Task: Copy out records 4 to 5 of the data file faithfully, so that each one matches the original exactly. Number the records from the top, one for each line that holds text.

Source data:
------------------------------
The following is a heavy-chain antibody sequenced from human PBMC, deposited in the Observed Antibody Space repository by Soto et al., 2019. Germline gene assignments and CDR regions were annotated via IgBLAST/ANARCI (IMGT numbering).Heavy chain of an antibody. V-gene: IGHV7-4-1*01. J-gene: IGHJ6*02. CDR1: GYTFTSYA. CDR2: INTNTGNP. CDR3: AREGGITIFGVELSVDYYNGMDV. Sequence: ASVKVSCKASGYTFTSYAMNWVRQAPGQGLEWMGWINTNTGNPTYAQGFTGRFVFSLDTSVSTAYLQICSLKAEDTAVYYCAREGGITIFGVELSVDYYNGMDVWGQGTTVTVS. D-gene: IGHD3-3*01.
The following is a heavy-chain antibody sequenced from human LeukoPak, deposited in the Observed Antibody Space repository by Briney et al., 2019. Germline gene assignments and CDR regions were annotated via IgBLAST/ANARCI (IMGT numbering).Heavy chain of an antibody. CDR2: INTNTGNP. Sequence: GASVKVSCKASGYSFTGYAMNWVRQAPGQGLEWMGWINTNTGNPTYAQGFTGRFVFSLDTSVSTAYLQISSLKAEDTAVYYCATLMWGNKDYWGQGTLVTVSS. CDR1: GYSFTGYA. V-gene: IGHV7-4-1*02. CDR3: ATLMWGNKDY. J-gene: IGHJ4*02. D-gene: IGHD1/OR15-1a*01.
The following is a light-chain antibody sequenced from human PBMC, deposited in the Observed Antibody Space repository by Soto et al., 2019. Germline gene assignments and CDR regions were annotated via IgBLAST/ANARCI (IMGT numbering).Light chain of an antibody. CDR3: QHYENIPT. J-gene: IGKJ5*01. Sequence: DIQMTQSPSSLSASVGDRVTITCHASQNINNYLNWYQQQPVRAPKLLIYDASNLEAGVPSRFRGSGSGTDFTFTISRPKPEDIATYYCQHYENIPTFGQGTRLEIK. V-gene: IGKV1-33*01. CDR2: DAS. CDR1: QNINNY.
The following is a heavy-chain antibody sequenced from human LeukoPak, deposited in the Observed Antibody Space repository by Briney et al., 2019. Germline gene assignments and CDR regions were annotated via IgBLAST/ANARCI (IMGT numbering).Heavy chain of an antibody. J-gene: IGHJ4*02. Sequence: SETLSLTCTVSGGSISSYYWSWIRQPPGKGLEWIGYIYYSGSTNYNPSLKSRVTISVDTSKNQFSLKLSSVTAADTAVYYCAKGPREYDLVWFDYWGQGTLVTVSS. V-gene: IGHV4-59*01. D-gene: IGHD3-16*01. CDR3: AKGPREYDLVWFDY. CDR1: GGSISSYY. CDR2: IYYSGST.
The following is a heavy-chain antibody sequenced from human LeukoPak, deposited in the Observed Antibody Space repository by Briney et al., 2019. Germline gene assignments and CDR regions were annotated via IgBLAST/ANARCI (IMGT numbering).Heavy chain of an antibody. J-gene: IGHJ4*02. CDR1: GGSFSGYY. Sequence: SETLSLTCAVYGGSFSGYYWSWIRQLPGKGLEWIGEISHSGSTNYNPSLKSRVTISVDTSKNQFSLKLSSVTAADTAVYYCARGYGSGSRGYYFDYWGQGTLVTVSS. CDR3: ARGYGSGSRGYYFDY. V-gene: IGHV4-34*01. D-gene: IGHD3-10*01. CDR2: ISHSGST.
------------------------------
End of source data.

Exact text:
The following is a heavy-chain antibody sequenced from human LeukoPak, deposited in the Observed Antibody Space repository by Briney et al., 2019. Germline gene assignments and CDR regions were annotated via IgBLAST/ANARCI (IMGT numbering).Heavy chain of an antibody. J-gene: IGHJ4*02. Sequence: SETLSLTCTVSGGSISSYYWSWIRQPPGKGLEWIGYIYYSGSTNYNPSLKSRVTISVDTSKNQFSLKLSSVTAADTAVYYCAKGPREYDLVWFDYWGQGTLVTVSS. V-gene: IGHV4-59*01. D-gene: IGHD3-16*01. CDR3: AKGPREYDLVWFDY. CDR1: GGSISSYY. CDR2: IYYSGST.
The following is a heavy-chain antibody sequenced from human LeukoPak, deposited in the Observed Antibody Space repository by Briney et al., 2019. Germline gene assignments and CDR regions were annotated via IgBLAST/ANARCI (IMGT numbering).Heavy chain of an antibody. J-gene: IGHJ4*02. CDR1: GGSFSGYY. Sequence: SETLSLTCAVYGGSFSGYYWSWIRQLPGKGLEWIGEISHSGSTNYNPSLKSRVTISVDTSKNQFSLKLSSVTAADTAVYYCARGYGSGSRGYYFDYWGQGTLVTVSS. CDR3: ARGYGSGSRGYYFDY. V-gene: IGHV4-34*01. D-gene: IGHD3-10*01. CDR2: ISHSGST.